Our ally is in a pit fight to the death. We believe his opponent will cheat to win, but our ally doesn't know we are present to help him. I cast a Conviction Mass to help him against spells from his opponents' allies. Not knowing we are there to help, would he roll a saving throw to negate the effect, or would he somehow feel it was helpful and not have to make a save?

  • 2
    \$\begingroup\$ You've concealed somehow the VSM components of the spell? Because if you didn't, your ally in the pit fight 20 ft. from you—and the rest of the crowd—should notice you casting a spell. (I know that's not the question's point, but the scenario may be important nonetheless.) \$\endgroup\$ Jul 7, 2023 at 0:13
  • \$\begingroup\$ Whisper Gnome cleric , invisible against a wall. \$\endgroup\$
    – Nathtfm
    Jul 8, 2023 at 20:28
  • \$\begingroup\$ "To cast a spell with a verbal (V) component, your character must speak in a firm voice" (PH 139), not, for example, (ahem) whisper. \$\endgroup\$ Jul 8, 2023 at 20:38
  • \$\begingroup\$ Yeah, a lesser rod of silent spell might be helpful here. \$\endgroup\$
    – Shivers
    Jul 8, 2023 at 23:58

1 Answer 1


They are (arguably) affected by a harmless spell if they do not realize it was cast.

As a preface: they definitely won't know whether the spell would be helpful, as that would require them to make the check to identify the spell. If they were able to perceive the spell being cast then you've likely blown your cover, but that makes this question a moot point. Anyway, harmless:

The spell is usually beneficial, not harmful, but a targeted creature can attempt a saving throw if it desires.

There's no further explanation as to how harmless spells work (other than to mention how it interacts with spell resistance, which isn't directly relevant here). Saving throws are inherently a bit meta, in the sense that creatures are aware that they're in a position to make a saving throw or not:

A creature can voluntarily forego a saving throw and willingly accept a spell’s result. Even a character with a special resistance to magic can suppress this quality.

Harmless spells invert the normal saving throw dynamic where you roll by default and can choose to skip the roll, making it a dynamic where you skip the roll by default and can choose to roll. This requires that creatures are aware of whether the spell that is targeting them is harmless or not: it affects the kind of decision they make in response to being targeted by the spell.

Here's where things get vague:

A creature that successfully saves against a spell that has no obvious physical effects feels a hostile force or a tingle, but cannot deduce the exact nature of the attack.

If you succeed on a save against an effect, you are aware that you were targeted. The rules do not explicitly say that you are unaware if you fail a save (or choose not to roll a save) against an effect, which is where this answer branches. The general consensus I've seen is that if you are affected by a spell for which you did not perceive the cast that does not have obvious effects, you are not aware that the spell was cast at all, and thus could not have made a decision pertaining to the spell.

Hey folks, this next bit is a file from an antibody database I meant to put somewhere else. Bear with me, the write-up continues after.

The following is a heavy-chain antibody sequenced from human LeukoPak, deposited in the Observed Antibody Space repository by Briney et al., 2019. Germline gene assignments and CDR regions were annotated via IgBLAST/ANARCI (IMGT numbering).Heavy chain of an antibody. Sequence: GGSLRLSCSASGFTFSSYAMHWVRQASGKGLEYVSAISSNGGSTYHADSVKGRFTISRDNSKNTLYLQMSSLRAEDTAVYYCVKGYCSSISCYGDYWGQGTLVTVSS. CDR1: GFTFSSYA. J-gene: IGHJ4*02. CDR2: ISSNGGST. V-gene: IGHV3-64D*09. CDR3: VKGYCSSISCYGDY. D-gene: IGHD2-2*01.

The interpretation that you are fully unaware of a spell unless you make the save or see obvious effects is supported by this answer (if you fail a save against an imperceptible spell you are not aware it was cast and thus could not have made a decision) as well by this answer (if you do not perceive a spell being cast, you can at most realize the spell was cast after the fact), but it's not cut and dry from the text itself. It gets further muddled when you factor in the semi-meta nature of making a save in the first place and similar factors (can you bluff that a spell is harmless, etc.).

You can always choose whether to attempt a save.

Assume that rule does not imply that a creature/character is not aware of failing to save against an imperceptible effect, it's just clarifying that saving against an effect does not automatically tell you what the effect had been.

Creatures/characters can intrinsically/instinctively make their decision as to how to respond to an effect even if they weren't aware they were targeted. When either a harmless or harmful effect occurs, you can either attempt to save or let it affect you, even though you won't know in advance what the outcome is.

In this reading of the rules, your ally can still choose whether to save, but they won't be aware as to whether the spell is coming from their allies or coming from enemies (perhaps to frame them for cheating).

You take the default save action if you do not know a spell is cast.

Assume that rule implies that a creature/character is not aware of failing to save against an imperceptible effect.

For a harmless spell you do not save, and for a harmful spell you attempt to save. They could not have chosen to attempt/auto-fail a save in the event that the effect was harmless/harmful, as that would result in them being aware of the spell both in the event of failing and making the save.

In this reading of the rules, your ally will automatically be affected by harmless spells.


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